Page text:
Operationalizing Critical/Radical Care [Un(un)]essay)

So you know how at the beginning of the semester Rosa posed the question ‘How do you measure radical care?’ and I was feeling spicy and responded ‘Should we???’? Remember that? Okay well I am about to be the biggest hypocrite on the PLANET because that’s exactly what this project is.

Measuring Critical/Radical Care

My [un(un)]essay) is connected to the qualifying paper requirement I have in the sociology department. We have to write a paper of publishable quality in order to move on to level 2. So for this project I am using data from the NYC School Survey to try to operationalize an aspect of critical and radical care that I think is very important: Empathy. Specifically, I am thinking of critical empathy and critical perspective-taking. I am basically trying to figure out how well teachers can take up their students perspectives on various issues of social justice and social inclusion in their schools. If you peep the table below, it indicates the questions from the NYC school survey that I am looking at to answer my question.

Variable namestudent questionteacher question
Disability InclusivityAt this school students with disabilities are included in all school activities (lunch, class trips, etc.).At this school, students with disabilities are included in all school activities (lunch, class trips, etc.).
Culturally Responsive PedagogyMy teachers use examples of students’ different cultures/backgrounds/families in their lessons to make learning more meaningful for me.I am able to receive support around how to incorporate students’ cultural and linguistic backgrounds in my practice.
Relevance to Students’ Everyday LifeIn general, my teachers make their lessons relevant to my everyday life experiences.I am able to use my  students’ prior knowledge to make my lessons relevant to their everyday life
Curricular DiversityIn general, my teachers present positive images of people from a variety of races, ethnicities, cultures, and backgroundsI am able to adapt instruction to ensure it represents all cultures/backgrounds positively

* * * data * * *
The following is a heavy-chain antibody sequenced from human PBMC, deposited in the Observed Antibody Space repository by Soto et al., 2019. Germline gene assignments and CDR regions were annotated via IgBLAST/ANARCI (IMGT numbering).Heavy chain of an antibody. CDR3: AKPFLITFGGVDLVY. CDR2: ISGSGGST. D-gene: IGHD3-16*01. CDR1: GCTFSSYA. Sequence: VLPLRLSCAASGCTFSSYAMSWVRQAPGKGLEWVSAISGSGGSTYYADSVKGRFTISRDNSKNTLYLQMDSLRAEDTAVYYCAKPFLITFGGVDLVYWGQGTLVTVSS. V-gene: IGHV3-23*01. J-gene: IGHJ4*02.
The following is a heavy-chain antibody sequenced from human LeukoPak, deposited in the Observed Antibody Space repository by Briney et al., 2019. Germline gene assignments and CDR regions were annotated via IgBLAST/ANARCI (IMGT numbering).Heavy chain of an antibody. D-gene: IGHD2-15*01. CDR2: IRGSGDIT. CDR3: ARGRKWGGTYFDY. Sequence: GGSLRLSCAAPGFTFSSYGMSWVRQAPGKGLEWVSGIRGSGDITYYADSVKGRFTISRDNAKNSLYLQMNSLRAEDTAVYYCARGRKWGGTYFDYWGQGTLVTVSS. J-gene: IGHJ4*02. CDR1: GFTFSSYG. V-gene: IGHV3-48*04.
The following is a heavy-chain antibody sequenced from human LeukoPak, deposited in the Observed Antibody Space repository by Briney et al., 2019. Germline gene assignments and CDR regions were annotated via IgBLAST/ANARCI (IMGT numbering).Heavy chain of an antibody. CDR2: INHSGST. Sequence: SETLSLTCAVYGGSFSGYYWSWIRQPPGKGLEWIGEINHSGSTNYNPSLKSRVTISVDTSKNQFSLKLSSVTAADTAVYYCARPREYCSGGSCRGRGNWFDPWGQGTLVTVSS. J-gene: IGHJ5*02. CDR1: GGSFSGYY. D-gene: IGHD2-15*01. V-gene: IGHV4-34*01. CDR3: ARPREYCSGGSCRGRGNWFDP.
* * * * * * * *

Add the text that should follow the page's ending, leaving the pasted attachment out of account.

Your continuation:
Adaptive and Responsive Teaching PracticeMy teachers explain things a different way if I don’t understand something in class.I am able to
modify instructional activities and materials to meet the developmental needs and learning interests of all my students.
Fair DisciplineDiscipline is applied fairly in my school.Discipline is applied to students fairly in my school.
School Safety AgentsSchool safety agents promote a safe and respectful environment at this schoolSchool Safety Agents promote a safe and respectful environment at this school.
Bullying, Harassment, IntimidationAt this school students harass, bully, or intimidate other students. (also lots of sub questions about specific kinds of bullying/harassment)At this school students harass, bully, or intimidate other students.

Now, using the NYC School Survey responses to the above questions, I created an index of similarity based on the percent of teachers and students who agreed or strongly agreed with these statements. The formula for that similarity measure is 1-|students agree-teachers agree|. The closer to 1.00 on the similarity measure, the more students and teachers agreed on that statement. The closer to 0 on the similarity measure, the more students and teachers disagreed. For example, I had one school where 86% of teachers agreed that they could adapt instruction to make sure it respectfully portrayed everyone’s cultural background AND 86% of the students also agreed that their teachers presented positive representations of many cultures. So the score for that measure was 1.00.

I am interpreting this index as a measure of critical perspective-taking. If the teachers at a school are better at critical perspective taking, then they will have similar responses to their students on these 8 aspects of school climate and pedagogical practices. In other words, they will have a greater similarity index outcome.